There is growing worry these days about whether or not we are headed for another civil war, and whether the divisions in American society are as bad as they were in the run-up to what is still the bloodiest war in American history. In fact, there is no comparison between the divisions between Americans today and in the run-up to the Civil War. The ones today are far worse. That doesn’t necessarily mean that we are headed for a shooting war, but we certainly may be.
A civil war is by definition a war between citizens of the same country, and the American Civil War was certainly that. Both sides revered Washington, Jefferson, and the other Founding Fathers. Confederate spokesmen often termed the war their own war for independence, insisting that it was a new iteration of the same desire for self-determination that had led to the American war of independence against Britain.
Both sides respected the United States Constitution to the extent that the Constitution of the Confederate States of America was essentially a copy of that of the nation the Confederates were leaving, with a few minor modifications. It protected the freedom of speech, the freedom of the press, and the freedom of religion; it allowed for “the right of the people to keep and bear arms,” it protected citizens from unreasonable search and seizure, and contained numerous other provisions taken from the earlier Constitution.
The similarity of the new Confederate nation to the Union the rebellious states were trying to leave was epitomized by the Confederate national flag, which featured the same stars and stripes arrangement as the American flag (although the stripes, or bars, were only three, and the stars thirteen, standing for the eleven Confederate states plus Kentucky and Missouri, which the Confederates hoped to entice or compel to join them). The two flags were so similar that they caused confusion in battle until Confederate armies began using the flag of the Army of Northern Virginia, the familiar flag with stars in an X-shape that has become in contemporary America the symbol of all that is evil.
No less an authority than Abraham Lincoln noted the similarity of the two sides in his second inaugural address, even as he pointed out the one thing that sharply distinguished them: “Both read the same Bible, and pray to the same God; and each invokes His aid against the other. It may seem strange that any men should dare to ask a just God’s assistance in wringing their bread from the sweat of other men’s faces; but let us judge not that we be not judged.”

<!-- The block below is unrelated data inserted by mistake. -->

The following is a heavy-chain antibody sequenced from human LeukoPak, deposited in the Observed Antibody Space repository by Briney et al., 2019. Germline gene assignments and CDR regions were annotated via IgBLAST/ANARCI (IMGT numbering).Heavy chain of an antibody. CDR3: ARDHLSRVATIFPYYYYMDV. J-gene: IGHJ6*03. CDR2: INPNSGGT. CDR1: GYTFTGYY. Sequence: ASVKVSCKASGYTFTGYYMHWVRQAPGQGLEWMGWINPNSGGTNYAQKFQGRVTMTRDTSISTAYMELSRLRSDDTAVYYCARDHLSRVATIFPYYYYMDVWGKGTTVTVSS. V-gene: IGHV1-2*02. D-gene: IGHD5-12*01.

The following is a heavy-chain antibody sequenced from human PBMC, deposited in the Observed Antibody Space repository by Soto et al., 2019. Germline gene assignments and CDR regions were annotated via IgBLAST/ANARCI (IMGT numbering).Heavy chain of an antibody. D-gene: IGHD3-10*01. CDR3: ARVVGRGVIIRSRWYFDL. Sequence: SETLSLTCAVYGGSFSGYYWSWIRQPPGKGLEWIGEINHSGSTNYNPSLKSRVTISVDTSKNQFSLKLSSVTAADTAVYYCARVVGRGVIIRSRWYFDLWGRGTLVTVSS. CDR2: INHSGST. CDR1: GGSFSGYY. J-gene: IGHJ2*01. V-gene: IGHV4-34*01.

That was truly a civil war, a war between countrymen. But today, the two sides of America’s great divide do not read the same Bible or pray to the same God. In fact, Leftists are increasingly open about considering American Christians to be among their foremost enemies. If American Leftists were to create their own Constitution, it would not resemble the American Constitution, and judging from the behavior of Democratic governors and mayors during the coronavirus crisis, it would not likely protect the freedom of religion or the freedom of speech. A flag of Leftist America is more likely to feature a hammer and sickle than stars and stripes.
Rating America’s Presidents shows how Abraham Lincoln’s unique and incisive articulation about what exactly was wrong about slavery, something that was not at all as clear to many of his contemporaries as it is to today’s woke mob, helped break the logjam that had existed in American politics for the previous half-century. It still took a long and bloody civil war to lead to national reconciliation and the binding up of the nation’s wounds.
Today, as the book also demonstrates, Donald Trump has also articulated a way out of the impasse that has hamstrung the American political discourse since the end of the Second World War. Trump, like Lincoln, is heard only by one half of the American public, while the other half ridicules and excoriates him as evil, stupid, and worse. If the nation’s wounds can’t be bound up without another civil war, a second one promises to be even bloodier and more protracted than the one that still casts a long shadow over American public life.
Robert Spencer is the director of Jihad Watch and a Shillman Fellow at the David Horowitz Freedom Center. He is author of 21 books, including the New York Times bestsellers The Politically Incorrect Guide to Islam (and the Crusades) and The Truth About Muhammad. His latest book is Rating America’s Presidents: An America-First Look at Who Is Best, Who Is Overrated, and Who Was An Absolute Disaster. Follow him on Twitter here. Like him on Facebook here.